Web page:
1. By mentioning in your current Company Tax return
  2. By amending your company tax return for the earlier year. Make sure this is completed without crossing the amendment time limit.
  3. By letter to HMRC

If you have made a loss make sure that you make your claim within 2 years of the end of the accounting period. It must include the following –

  1. Name of your Company
  2. Period of loss
  3. Loss amount
  4. How you will utilise the loss

If you don’t want to make a claim in your return and send it separately, send it to HMRC. You can even make an amendment in your claim in the same way as you amend your tax return. HMRC can carry out a compliance check on the claim you have made into your return or any further amendment, but if any such compliance check doesn’t occur, such loss amount will then be considered the final amount. You may also be asked by HMRC regarding the use of losses in a future return (for example – To know that whether you are still carrying the same trade or not).

In case you’re offsetting a loss against profits in an accounting period, where you’ve already made the payment for the due taxes, a repayment will be sent to you by HMRC unless you owe any corporation tax, which is to be deducted from the first payment.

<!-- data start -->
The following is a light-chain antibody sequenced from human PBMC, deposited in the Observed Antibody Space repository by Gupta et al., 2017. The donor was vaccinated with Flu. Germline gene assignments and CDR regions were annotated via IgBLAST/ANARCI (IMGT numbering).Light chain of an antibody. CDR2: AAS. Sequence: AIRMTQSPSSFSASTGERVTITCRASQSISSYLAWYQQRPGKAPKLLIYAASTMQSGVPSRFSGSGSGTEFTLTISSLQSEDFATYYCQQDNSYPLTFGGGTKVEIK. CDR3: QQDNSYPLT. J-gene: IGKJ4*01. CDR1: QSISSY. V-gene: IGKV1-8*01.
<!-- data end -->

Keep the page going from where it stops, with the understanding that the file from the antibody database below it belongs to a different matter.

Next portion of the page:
Also See: Benefits of Early Tax Return Filing

If you require any further guidance and tips on working out and claiming relief from Corporate Tax trading losses (Carry forwarding of trading loss or Carrying a trading loss back), Contact DNS Accountants on 03330886686, or you can also e-mail us at

Free consultation

Any questions? Request a callback from our experts.

About the author
Blog Author

Siddharth Agarwal
I am currently pursuing to become a chartered tax advisor and joined DNS in 2014. With more than 7 years of experience in advising owner managed businesses, I deal with a wide spectrum of tax issues, both for company and personal tax. My expertise cover owner managed business taxation issues, company re-organisations, property taxation and succession planning.